Design: A systematic review was carried out to collect, analyze and synthesize all available data on the efficacy and safety of probiotics in people with cancer. Eleven studies (N = 1557 participants) were included for assessing efficacy. Seventeen studies (N = 1530) were included in the safety analysis.
Key Findings: Results show that probiotics may reduce the severity and frequency of diarrhea in patients with cancer and may reduce the requirement for anti-diarrheal medication, but more studies are needed to assess the true effect. Five case reports showed probiotic-related bacteraemia / fungaemia / positive blood cultures.
Probiotic use has shown both clinically and in numerous studies to be a very safe and effective therapy for many complaints. The use of probiotics in the setting of oncology has been of concern in some quarters of medicine due to both theoretical concerns surrounding immunosuppressed patients and live organisms as well as some case reports of sepsis. This systematic review provides a reasonable summary of the data and types of studies looking at both potential positive effects on probiotic use in oncology patients as well as the potentials for harm.
On the side of benefits the review does note that in the eleven studies assessed (n = 1557) that there was a trend toward better diarrhea control as well as a need for less anti-diarrheal medication. As many cancer therapies do create significant levels of gastrointestinal complaint, and many patients have side effects from the commonly prescribed anti-diarrheal medications, this effect would argue that probiotic use would be a quality of life as well as cost benefit. A limitation of the review is that the studies reviewed were not looking for many other benefits (gastrointestinal integrity, gut immune function etc.) of the probiotic therapy.
The portion looking at potential harm does a very adequate job of delineating the case reports of infections and the relative implications of each case. These case reports are often used to justify the recommendation of “no probiotics during chemotherapy and radiation”. Additional strength to that argument is given from the theoretically based concern of giving live organisms to people who are immune suppressed. Both of these factors should give pause for the provider to consider the risks and benefits of probiotic therapy in immune suppressed patients. In this review of seven studies (n = 1530) there were fife case reports of infections. Of these five cases three may actually have been causally related to an oral probiotic product (In one case the probiotic was contaminated with pathogenic fungal organisms and in two cases the oral use of Saccharomyces boulardii was related to growth of Saccharomyces cerevisiae in blood cultures). The incidence of infectious illness related to probiotic use in this review is 0.002 to 0.003 % (3 of 1530 cases to 5 of 1530 cases). The incidence of suppressive chemotherapy induced bacteremia has been estimated at up to 10% in one review (Ann Oncol (2010)doi: 10.1093/annonc/mdq442). Infections and sepsis are to be avoided at all costs in oncologic patients, but a rational look at the relative risks do not appear to exclude probiotic use based on safety.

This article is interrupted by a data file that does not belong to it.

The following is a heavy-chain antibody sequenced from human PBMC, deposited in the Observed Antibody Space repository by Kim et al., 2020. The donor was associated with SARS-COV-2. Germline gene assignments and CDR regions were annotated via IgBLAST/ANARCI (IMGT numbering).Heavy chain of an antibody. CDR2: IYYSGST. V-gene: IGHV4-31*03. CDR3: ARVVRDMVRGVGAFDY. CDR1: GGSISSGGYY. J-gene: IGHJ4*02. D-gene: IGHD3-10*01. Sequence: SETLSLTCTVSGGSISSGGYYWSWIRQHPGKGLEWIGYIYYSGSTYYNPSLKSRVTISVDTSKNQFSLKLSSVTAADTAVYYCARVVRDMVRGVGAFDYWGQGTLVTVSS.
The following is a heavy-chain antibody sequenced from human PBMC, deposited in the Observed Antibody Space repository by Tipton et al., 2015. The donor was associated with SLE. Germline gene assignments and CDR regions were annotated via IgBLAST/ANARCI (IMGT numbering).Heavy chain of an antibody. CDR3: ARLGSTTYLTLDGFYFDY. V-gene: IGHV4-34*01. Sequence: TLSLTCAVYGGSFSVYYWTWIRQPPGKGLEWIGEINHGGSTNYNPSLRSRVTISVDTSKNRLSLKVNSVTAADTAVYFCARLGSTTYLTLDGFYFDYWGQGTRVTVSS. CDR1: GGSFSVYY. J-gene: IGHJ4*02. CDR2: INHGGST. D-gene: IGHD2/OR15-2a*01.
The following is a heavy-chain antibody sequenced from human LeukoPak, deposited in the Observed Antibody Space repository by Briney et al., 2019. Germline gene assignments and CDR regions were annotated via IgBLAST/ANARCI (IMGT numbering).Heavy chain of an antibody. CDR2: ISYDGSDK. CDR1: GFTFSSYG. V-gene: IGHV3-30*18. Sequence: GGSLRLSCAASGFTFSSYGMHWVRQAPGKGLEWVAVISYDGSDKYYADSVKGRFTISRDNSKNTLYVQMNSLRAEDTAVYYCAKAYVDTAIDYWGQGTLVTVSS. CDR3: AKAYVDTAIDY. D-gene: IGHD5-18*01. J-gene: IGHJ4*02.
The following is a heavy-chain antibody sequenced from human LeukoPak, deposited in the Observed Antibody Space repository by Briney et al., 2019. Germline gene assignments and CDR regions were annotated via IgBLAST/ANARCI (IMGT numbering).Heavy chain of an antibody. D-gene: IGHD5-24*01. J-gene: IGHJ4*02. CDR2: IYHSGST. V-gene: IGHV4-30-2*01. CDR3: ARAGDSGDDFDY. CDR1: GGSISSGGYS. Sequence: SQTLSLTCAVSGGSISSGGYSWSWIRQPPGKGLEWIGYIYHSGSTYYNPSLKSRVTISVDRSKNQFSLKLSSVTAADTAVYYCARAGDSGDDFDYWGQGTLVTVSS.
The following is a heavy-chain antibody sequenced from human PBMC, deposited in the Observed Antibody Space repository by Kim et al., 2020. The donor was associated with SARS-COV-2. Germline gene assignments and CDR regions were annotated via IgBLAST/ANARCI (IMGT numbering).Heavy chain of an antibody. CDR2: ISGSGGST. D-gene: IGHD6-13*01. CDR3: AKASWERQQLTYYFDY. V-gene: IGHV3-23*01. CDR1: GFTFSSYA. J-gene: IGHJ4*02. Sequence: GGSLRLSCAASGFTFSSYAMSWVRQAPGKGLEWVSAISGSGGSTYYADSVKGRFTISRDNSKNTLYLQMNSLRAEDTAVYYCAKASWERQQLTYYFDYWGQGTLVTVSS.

Having a great deal of patient experience in oncology I have had to consider the risk benefit of each therapy we employ. This has caused me to be critical of our own process and monitor these potential risks carefully. In our oncologic practice spanning twenty years, and many of the past ten years including oncology research experience, we have not seen a case of probiotic induced infection or sepsis. Our clinical practice is to use only human microflora strains and avoid Saccharomyces products as well as “soil based organisms” during active immune suppressive therapies. Proper patient education and monitoring is essential to maximize benefit and minimize risk. It is my experience that the use of probiotic therapy as described above in the oncologic patient is of high benefit and of low relative risk.